The estimates that seven to nine million Americans would lose their benefits if the Court had ruled against the ACA, the signs of growing public support for the law and strong public opposition to taking benefits away, and the scramble of Republicans to come up with stopgap measures—these are all reminders that the politics of loss aversion has kicked in. Repeal is no longer an option if it ever was. And “repeal and replace” won’t be much easier.
That’s in part because the GOP faces a serious policy conundrum. It’s not just that its members are split between die-hard opponents and those who are slightly more pragmatic (read: living in the real world). It’s also that the law is working in one of the many ways that the GOP claimed it wouldn’t: It is lowering the deficit. Since 2010, estimates of the cost of the law’s coverage expansions have declined by nearly a third for the 2015-19 period, while its Medicare savings have been larger than expected, extending the life of the trust fund by a stunning 13 years.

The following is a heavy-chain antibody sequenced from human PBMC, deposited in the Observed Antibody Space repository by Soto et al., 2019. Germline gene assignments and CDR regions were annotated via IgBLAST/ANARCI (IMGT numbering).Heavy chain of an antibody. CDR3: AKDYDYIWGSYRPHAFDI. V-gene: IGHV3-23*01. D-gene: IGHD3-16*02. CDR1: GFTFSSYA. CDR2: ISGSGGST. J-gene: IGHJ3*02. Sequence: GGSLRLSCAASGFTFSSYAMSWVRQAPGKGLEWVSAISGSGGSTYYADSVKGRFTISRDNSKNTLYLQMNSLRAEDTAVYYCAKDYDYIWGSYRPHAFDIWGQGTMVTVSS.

All of which means “repeal and replace” would cost the government a lot of money. Under current congressional procedures, legislative items that increase the deficit are in violation of the so-called pay-as-you-go rules, which require that mandatory spending increases or tax cuts be paid for. This matters a great deal in the Senate, because it means that Republicans cannot use the streamlined reconciliation process—which allows them to avoid the 60-vote barrier posed by a Democratic filibuster—unless they either abandon the pay-as-you-go rules altogether (going nuclear, budget-style), or come up with spending cuts—or, even less likely, new revenue sources—to make up the difference. To say neither will be easy is an understatement.